And look! On the ‘organizations’ page there was even an elucidatory conceptual diagram indicating all the many, many, many organizations involved in the JET Programme and the interlinks between them and their various interactions and connections and bubbles and coloured boxes and liaisons and arrows and organizations and connections and arrows and boxes and arrows. What could be simpler? Larry was sure that it all translated into a clear set of priorities on the ground.

Japan - also lauded for its ruthless efficiency and
streamlined business practice

Reading the suggestion that a ‘one year term on the JET Programme could be just what you are looking for to broaden your horizons and take a different step in life,’ finally made up Larry’s mind. Just a year, that’s all they seemed to want. A year to explore Japan and broaden his horizons, and hopefully those of any Japanese people he might happen to come into contact with. He got a form, filled it out and a matter of mere months later was interviewing in a hotel in London.

They seemed to want to know what he knew about Japan. “Nothing!” he boldly replied, “That’s why I want to go.”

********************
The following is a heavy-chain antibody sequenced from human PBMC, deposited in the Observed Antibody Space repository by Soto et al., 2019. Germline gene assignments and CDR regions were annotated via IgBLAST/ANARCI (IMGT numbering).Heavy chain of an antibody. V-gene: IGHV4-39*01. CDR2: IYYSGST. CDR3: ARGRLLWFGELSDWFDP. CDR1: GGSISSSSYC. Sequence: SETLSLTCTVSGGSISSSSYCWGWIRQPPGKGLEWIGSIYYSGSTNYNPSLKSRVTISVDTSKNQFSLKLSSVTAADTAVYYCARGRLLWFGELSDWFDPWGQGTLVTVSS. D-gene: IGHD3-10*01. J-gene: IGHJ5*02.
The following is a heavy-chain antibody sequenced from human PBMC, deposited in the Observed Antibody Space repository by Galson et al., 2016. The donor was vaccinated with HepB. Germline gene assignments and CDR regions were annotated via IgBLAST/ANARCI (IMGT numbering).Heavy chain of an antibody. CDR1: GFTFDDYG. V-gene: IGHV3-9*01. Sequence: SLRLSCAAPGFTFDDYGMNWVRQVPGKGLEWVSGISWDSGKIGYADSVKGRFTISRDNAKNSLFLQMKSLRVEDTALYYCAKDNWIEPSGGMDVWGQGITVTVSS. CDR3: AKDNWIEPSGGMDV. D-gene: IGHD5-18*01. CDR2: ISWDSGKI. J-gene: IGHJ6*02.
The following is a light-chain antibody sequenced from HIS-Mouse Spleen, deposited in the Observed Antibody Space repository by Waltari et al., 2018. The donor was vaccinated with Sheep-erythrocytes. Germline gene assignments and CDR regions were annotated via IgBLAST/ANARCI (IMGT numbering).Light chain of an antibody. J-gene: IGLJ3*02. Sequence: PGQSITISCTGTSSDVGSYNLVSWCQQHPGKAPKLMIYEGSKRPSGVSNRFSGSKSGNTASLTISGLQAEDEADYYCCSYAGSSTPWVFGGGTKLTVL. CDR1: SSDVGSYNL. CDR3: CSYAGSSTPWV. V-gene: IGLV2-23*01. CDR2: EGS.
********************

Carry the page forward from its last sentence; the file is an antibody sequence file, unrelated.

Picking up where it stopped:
“And what would you do if a teacher made a mistake in class?”

“Well, it depends on the teacher, really.”

“Thank you Mr. Cotter. If you’d like to take this risible grammar test, we’ll let you know.”

Larry was glad they’d only asked him one question about teaching. He knew it might come up, but clearly this was much more about the exchange business. Even the ‘teaching’ question hadn’t really been about pedagogy (a word he’d just learned on the journey to the interview) but about conflict resolution in the workplace. While recruitment consultancy was getting pretty dull, he’d at least managed to pick up that much. Frankly, if it was just for a year, it didn’t seem worth the effort to learn much more about teaching. He was sure the training would cover all he needed to know.

And what training! Pre-departure there were a couple of days in London where he was able to meet many other JETs from his home country, get drunk with them, and make clearly unkeepable promises to keep in touch and set up a Japan-wide ALT five-a-side league. He also attended a workshop on flower arranging and saw a karate demonstration. Good times.

Disappointingly, however, there was nothing on bonsai.